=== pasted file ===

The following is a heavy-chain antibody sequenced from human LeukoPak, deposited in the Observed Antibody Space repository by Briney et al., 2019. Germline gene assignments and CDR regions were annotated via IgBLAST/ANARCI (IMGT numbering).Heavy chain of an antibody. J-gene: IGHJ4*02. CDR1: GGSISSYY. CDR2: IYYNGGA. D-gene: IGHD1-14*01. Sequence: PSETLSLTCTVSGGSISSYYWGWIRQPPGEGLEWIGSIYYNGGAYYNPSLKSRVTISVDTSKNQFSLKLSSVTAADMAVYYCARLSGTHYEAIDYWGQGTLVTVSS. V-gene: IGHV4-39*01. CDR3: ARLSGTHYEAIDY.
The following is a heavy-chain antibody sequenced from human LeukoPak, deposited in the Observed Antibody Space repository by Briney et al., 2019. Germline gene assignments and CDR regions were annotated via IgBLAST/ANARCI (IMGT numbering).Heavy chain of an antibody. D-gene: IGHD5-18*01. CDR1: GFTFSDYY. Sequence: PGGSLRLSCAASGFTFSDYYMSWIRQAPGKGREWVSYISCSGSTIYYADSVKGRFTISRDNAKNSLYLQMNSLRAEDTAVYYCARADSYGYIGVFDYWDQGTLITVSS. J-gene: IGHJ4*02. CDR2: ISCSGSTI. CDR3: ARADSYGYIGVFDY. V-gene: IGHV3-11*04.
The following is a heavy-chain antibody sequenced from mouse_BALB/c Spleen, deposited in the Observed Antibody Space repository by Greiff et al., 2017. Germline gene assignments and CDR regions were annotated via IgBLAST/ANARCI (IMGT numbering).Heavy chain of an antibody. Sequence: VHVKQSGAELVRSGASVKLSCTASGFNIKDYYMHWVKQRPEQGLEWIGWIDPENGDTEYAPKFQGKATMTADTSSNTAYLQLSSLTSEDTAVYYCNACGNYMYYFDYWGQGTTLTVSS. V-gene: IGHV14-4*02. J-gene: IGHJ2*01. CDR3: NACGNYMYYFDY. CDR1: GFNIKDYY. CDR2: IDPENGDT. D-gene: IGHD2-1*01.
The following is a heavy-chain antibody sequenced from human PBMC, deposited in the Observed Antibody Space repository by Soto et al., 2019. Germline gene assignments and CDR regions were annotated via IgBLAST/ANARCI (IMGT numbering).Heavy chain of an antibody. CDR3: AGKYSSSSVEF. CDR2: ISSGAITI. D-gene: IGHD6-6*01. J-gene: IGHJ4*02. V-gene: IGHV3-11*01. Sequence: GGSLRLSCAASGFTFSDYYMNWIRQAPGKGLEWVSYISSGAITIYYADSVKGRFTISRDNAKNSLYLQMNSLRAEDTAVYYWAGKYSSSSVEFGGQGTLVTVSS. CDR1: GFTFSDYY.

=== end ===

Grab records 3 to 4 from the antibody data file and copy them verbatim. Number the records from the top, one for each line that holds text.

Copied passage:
The following is a heavy-chain antibody sequenced from mouse_BALB/c Spleen, deposited in the Observed Antibody Space repository by Greiff et al., 2017. Germline gene assignments and CDR regions were annotated via IgBLAST/ANARCI (IMGT numbering).Heavy chain of an antibody. Sequence: VHVKQSGAELVRSGASVKLSCTASGFNIKDYYMHWVKQRPEQGLEWIGWIDPENGDTEYAPKFQGKATMTADTSSNTAYLQLSSLTSEDTAVYYCNACGNYMYYFDYWGQGTTLTVSS. V-gene: IGHV14-4*02. J-gene: IGHJ2*01. CDR3: NACGNYMYYFDY. CDR1: GFNIKDYY. CDR2: IDPENGDT. D-gene: IGHD2-1*01.
The following is a heavy-chain antibody sequenced from human PBMC, deposited in the Observed Antibody Space repository by Soto et al., 2019. Germline gene assignments and CDR regions were annotated via IgBLAST/ANARCI (IMGT numbering).Heavy chain of an antibody. CDR3: AGKYSSSSVEF. CDR2: ISSGAITI. D-gene: IGHD6-6*01. J-gene: IGHJ4*02. V-gene: IGHV3-11*01. Sequence: GGSLRLSCAASGFTFSDYYMNWIRQAPGKGLEWVSYISSGAITIYYADSVKGRFTISRDNAKNSLYLQMNSLRAEDTAVYYWAGKYSSSSVEFGGQGTLVTVSS. CDR1: GFTFSDYY.